The United States is grappling with the resurgence of a disease it eliminated 15 years ago. But it’s not alone.
Data by the World Health Organization indicate that measles immunization rates are declining in several Western countries, like Canada, Belgium, Denmark and Spain, as some parents are opting out due to personal beliefs.
The data also show that more than 100 countries, including Zimbabwe, Iran and North Korea, have higher measles immunization rates than the United States, which was at 91%.
China leads the way with the most suspected cases of measles in 2014. The Philippines (following Typhoon Haiyan) had the next highest case rate, followed by Vietnam. But Park says it’s not just Asia that’s experiencing a resurgence of the vaccine-preventable disease:
Europe reported 4,735 measles cases in 2014, in which 85% of the cases were unvaccinated and 10% had not finished their doses. The continent saw a peak in 2010, with 32,480 measles cases.
It’s been a tough day. You’re exhausted. The day was successful, your presentation went well. You melt into a seat at the airport pub and order a chicken sandwich while you tap away at your phone catching up on emails. You just want to get on the flight and get home to your family when something catches your eye on your phone: A warning about a measles outbreak affecting all travelers at the airport.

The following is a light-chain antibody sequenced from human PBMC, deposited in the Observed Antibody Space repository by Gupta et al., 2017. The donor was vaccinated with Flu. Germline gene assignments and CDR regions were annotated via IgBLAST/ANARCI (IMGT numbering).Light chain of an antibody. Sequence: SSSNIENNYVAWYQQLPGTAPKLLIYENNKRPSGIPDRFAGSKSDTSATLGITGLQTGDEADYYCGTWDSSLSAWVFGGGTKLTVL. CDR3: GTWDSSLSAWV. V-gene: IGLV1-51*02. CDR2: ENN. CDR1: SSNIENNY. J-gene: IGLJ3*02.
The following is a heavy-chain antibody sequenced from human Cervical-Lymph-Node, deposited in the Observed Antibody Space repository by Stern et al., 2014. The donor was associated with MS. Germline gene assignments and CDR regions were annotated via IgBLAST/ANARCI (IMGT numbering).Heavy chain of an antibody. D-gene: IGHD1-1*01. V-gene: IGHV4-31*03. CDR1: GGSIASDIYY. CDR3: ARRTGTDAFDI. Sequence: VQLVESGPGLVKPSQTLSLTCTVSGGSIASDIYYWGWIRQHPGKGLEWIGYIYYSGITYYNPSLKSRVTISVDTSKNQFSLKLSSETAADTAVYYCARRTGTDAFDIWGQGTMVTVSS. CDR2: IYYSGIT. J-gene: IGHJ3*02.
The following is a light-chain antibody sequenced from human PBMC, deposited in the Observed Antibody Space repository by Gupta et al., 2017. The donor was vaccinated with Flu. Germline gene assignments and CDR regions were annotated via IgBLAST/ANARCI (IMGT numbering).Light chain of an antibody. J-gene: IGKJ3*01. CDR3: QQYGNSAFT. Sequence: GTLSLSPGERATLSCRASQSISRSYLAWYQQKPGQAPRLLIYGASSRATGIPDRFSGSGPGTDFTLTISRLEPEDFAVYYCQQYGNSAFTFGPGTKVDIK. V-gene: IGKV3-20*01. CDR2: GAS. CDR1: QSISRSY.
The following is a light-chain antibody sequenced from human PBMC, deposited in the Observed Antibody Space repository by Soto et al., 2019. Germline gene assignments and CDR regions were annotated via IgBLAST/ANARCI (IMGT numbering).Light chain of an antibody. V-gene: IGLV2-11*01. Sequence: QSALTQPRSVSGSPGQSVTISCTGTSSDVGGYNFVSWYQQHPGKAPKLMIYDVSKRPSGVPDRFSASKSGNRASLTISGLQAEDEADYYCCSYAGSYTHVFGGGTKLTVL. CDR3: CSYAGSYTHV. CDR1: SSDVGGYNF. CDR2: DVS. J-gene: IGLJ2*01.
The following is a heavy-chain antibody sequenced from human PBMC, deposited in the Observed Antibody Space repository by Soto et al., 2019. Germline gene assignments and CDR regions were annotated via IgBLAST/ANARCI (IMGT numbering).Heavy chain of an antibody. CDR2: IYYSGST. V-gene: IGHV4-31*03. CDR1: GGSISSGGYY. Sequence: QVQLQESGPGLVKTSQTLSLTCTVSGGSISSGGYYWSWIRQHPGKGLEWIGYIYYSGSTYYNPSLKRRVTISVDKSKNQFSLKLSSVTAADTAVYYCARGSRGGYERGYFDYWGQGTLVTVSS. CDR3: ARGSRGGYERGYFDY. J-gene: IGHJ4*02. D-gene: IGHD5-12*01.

Really? Do you need to worry about measles whenever you walk through a public space?
Yup, measles is the most contagious virus on the planet.
You can catch it just by walking through a place where someone with measles was, two hours ago. You don’t even need face-to-face contact with an infected person. Yikes.
But you only need to be concerned if your measles vaccine is not up to date. If you are properly immunized, relax you’re covered.
Parents usually know whether or not their children’s shots are up-to-date. (And if they don’t, they can easily access those records from the pediatrician’s office with a simple phone call or electronically via a patient portal inquiry.) But a lot of parents don’t remember when their last vaccines were, and accessing their own immunization records might be more complicated. For a international traveler — especially a business traveler — being unimmunized or under-immunized could have some terrible consequences for you and for those with whom you travel and do business:
If you travel a lot, you will be exposed to measles since a significant numbers of people in Europe, Asia, UK and USA are not properly immunized.
Get yourself protected.
IF you don’t know your immunization status and were born after 1957 get a second dose of MMR. It’ll make you feel calmer, so that you can focus on your business and your life without worrying about outbreaks
Isn’t that what your really want anyway?
Information you’ll need for international travel is here at Dr. Kohl’s TravelReadyMD website. Also, I strongly urge every reader to share Dr. Kohl’s excellent talk (video below) with any friend or loved one who travels abroad, especially those who travel frequently for business.